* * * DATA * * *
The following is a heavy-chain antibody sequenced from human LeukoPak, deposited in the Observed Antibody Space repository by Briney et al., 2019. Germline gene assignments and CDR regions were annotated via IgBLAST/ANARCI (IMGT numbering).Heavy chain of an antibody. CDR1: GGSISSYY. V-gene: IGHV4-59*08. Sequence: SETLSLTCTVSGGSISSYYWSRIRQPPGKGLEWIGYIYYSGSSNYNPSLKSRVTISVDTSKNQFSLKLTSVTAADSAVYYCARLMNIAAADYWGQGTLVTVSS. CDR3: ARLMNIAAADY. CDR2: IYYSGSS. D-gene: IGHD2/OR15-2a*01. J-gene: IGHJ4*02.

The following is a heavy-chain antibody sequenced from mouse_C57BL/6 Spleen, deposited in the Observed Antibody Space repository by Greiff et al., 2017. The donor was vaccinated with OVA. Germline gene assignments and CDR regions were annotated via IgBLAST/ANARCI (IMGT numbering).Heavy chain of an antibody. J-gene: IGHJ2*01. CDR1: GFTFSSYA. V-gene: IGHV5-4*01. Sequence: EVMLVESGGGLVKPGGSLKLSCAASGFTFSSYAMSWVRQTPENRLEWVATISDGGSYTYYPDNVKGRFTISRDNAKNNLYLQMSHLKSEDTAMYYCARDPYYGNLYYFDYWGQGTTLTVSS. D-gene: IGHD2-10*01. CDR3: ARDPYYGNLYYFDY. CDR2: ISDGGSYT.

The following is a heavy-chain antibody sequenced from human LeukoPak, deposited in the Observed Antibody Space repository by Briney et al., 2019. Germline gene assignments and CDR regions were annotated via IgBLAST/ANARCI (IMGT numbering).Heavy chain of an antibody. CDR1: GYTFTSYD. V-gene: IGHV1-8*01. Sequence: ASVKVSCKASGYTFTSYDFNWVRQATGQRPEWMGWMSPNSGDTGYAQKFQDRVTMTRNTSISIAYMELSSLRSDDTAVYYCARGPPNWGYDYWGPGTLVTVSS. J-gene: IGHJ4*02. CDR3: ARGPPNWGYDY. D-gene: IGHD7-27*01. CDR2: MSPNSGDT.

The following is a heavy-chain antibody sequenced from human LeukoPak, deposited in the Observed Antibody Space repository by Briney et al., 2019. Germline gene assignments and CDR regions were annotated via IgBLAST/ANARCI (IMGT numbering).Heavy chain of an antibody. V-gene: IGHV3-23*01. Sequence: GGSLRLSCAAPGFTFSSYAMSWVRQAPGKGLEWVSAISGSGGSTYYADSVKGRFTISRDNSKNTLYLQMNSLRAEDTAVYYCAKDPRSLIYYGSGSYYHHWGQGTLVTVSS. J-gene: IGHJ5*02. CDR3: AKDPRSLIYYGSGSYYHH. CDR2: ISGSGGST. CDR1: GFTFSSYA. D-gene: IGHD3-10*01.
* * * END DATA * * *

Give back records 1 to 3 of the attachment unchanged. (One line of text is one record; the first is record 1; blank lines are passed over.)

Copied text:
The following is a heavy-chain antibody sequenced from human LeukoPak, deposited in the Observed Antibody Space repository by Briney et al., 2019. Germline gene assignments and CDR regions were annotated via IgBLAST/ANARCI (IMGT numbering).Heavy chain of an antibody. CDR1: GGSISSYY. V-gene: IGHV4-59*08. Sequence: SETLSLTCTVSGGSISSYYWSRIRQPPGKGLEWIGYIYYSGSSNYNPSLKSRVTISVDTSKNQFSLKLTSVTAADSAVYYCARLMNIAAADYWGQGTLVTVSS. CDR3: ARLMNIAAADY. CDR2: IYYSGSS. D-gene: IGHD2/OR15-2a*01. J-gene: IGHJ4*02.

The following is a heavy-chain antibody sequenced from mouse_C57BL/6 Spleen, deposited in the Observed Antibody Space repository by Greiff et al., 2017. The donor was vaccinated with OVA. Germline gene assignments and CDR regions were annotated via IgBLAST/ANARCI (IMGT numbering).Heavy chain of an antibody. J-gene: IGHJ2*01. CDR1: GFTFSSYA. V-gene: IGHV5-4*01. Sequence: EVMLVESGGGLVKPGGSLKLSCAASGFTFSSYAMSWVRQTPENRLEWVATISDGGSYTYYPDNVKGRFTISRDNAKNNLYLQMSHLKSEDTAMYYCARDPYYGNLYYFDYWGQGTTLTVSS. D-gene: IGHD2-10*01. CDR3: ARDPYYGNLYYFDY. CDR2: ISDGGSYT.

The following is a heavy-chain antibody sequenced from human LeukoPak, deposited in the Observed Antibody Space repository by Briney et al., 2019. Germline gene assignments and CDR regions were annotated via IgBLAST/ANARCI (IMGT numbering).Heavy chain of an antibody. CDR1: GYTFTSYD. V-gene: IGHV1-8*01. Sequence: ASVKVSCKASGYTFTSYDFNWVRQATGQRPEWMGWMSPNSGDTGYAQKFQDRVTMTRNTSISIAYMELSSLRSDDTAVYYCARGPPNWGYDYWGPGTLVTVSS. J-gene: IGHJ4*02. CDR3: ARGPPNWGYDY. D-gene: IGHD7-27*01. CDR2: MSPNSGDT.